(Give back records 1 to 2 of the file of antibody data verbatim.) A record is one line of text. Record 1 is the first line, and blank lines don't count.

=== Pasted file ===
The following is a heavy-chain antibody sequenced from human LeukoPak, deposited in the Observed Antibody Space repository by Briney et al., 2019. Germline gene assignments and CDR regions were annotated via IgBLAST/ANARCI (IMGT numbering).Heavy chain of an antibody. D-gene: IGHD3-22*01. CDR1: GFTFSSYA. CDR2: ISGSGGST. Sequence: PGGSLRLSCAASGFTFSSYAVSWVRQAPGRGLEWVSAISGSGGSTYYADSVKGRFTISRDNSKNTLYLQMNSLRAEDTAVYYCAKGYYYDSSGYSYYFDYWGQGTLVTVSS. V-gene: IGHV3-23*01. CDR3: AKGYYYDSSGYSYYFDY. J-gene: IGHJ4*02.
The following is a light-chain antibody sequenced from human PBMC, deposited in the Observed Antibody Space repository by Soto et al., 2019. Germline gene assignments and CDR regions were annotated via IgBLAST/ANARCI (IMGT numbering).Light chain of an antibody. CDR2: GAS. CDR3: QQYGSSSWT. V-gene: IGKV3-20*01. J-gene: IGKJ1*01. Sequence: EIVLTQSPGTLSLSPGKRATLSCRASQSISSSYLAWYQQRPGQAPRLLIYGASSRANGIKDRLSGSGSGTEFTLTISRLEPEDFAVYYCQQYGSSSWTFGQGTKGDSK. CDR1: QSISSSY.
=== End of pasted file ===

The following is a heavy-chain antibody sequenced from human LeukoPak, deposited in the Observed Antibody Space repository by Briney et al., 2019. Germline gene assignments and CDR regions were annotated via IgBLAST/ANARCI (IMGT numbering).Heavy chain of an antibody. D-gene: IGHD3-22*01. CDR1: GFTFSSYA. CDR2: ISGSGGST. Sequence: PGGSLRLSCAASGFTFSSYAVSWVRQAPGRGLEWVSAISGSGGSTYYADSVKGRFTISRDNSKNTLYLQMNSLRAEDTAVYYCAKGYYYDSSGYSYYFDYWGQGTLVTVSS. V-gene: IGHV3-23*01. CDR3: AKGYYYDSSGYSYYFDY. J-gene: IGHJ4*02.
The following is a light-chain antibody sequenced from human PBMC, deposited in the Observed Antibody Space repository by Soto et al., 2019. Germline gene assignments and CDR regions were annotated via IgBLAST/ANARCI (IMGT numbering).Light chain of an antibody. CDR2: GAS. CDR3: QQYGSSSWT. V-gene: IGKV3-20*01. J-gene: IGKJ1*01. Sequence: EIVLTQSPGTLSLSPGKRATLSCRASQSISSSYLAWYQQRPGQAPRLLIYGASSRANGIKDRLSGSGSGTEFTLTISRLEPEDFAVYYCQQYGSSSWTFGQGTKGDSK. CDR1: QSISSSY.